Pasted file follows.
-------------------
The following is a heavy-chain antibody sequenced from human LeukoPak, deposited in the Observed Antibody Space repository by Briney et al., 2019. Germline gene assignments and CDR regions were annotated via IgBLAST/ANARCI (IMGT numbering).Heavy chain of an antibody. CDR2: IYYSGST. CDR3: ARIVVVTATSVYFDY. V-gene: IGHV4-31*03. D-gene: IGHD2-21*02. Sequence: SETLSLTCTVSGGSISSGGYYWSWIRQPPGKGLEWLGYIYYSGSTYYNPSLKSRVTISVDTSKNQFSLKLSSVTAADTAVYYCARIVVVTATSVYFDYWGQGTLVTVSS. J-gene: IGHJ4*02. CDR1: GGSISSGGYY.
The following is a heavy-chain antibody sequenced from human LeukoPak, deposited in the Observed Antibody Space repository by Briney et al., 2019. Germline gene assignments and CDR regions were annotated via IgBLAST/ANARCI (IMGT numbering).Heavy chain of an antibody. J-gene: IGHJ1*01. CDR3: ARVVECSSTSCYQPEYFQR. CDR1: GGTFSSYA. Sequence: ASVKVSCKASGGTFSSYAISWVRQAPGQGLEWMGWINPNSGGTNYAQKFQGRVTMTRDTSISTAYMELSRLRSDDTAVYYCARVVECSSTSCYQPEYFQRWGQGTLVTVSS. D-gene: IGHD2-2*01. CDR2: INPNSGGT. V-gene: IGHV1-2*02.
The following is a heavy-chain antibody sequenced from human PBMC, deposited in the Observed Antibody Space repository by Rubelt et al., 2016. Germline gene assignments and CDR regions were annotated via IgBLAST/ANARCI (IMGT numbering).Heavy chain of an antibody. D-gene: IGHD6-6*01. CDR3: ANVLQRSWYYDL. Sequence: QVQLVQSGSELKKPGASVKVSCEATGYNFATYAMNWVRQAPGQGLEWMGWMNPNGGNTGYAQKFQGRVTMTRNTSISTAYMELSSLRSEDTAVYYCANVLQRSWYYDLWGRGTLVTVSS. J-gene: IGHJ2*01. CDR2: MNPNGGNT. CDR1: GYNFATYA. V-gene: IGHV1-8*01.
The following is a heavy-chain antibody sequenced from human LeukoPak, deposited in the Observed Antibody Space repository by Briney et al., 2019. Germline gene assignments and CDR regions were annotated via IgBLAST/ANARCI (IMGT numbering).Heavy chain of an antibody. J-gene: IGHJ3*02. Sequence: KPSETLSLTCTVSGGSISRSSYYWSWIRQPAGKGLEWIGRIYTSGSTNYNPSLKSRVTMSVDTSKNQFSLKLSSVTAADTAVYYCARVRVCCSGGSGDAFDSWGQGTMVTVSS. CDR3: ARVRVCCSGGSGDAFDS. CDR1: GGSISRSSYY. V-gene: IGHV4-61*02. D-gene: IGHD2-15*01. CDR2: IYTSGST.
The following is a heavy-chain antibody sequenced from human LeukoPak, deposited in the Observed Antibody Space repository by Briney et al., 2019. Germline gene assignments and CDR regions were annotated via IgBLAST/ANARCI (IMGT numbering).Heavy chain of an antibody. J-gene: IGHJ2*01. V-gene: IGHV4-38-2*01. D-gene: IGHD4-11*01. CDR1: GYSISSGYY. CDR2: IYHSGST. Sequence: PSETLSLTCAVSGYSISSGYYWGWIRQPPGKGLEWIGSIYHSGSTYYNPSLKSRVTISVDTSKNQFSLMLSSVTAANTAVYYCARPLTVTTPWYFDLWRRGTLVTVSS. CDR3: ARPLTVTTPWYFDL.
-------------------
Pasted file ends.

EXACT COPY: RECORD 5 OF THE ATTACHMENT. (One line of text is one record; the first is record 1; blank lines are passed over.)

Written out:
The following is a heavy-chain antibody sequenced from human LeukoPak, deposited in the Observed Antibody Space repository by Briney et al., 2019. Germline gene assignments and CDR regions were annotated via IgBLAST/ANARCI (IMGT numbering).Heavy chain of an antibody. J-gene: IGHJ2*01. V-gene: IGHV4-38-2*01. D-gene: IGHD4-11*01. CDR1: GYSISSGYY. CDR2: IYHSGST. Sequence: PSETLSLTCAVSGYSISSGYYWGWIRQPPGKGLEWIGSIYHSGSTYYNPSLKSRVTISVDTSKNQFSLMLSSVTAANTAVYYCARPLTVTTPWYFDLWRRGTLVTVSS. CDR3: ARPLTVTTPWYFDL.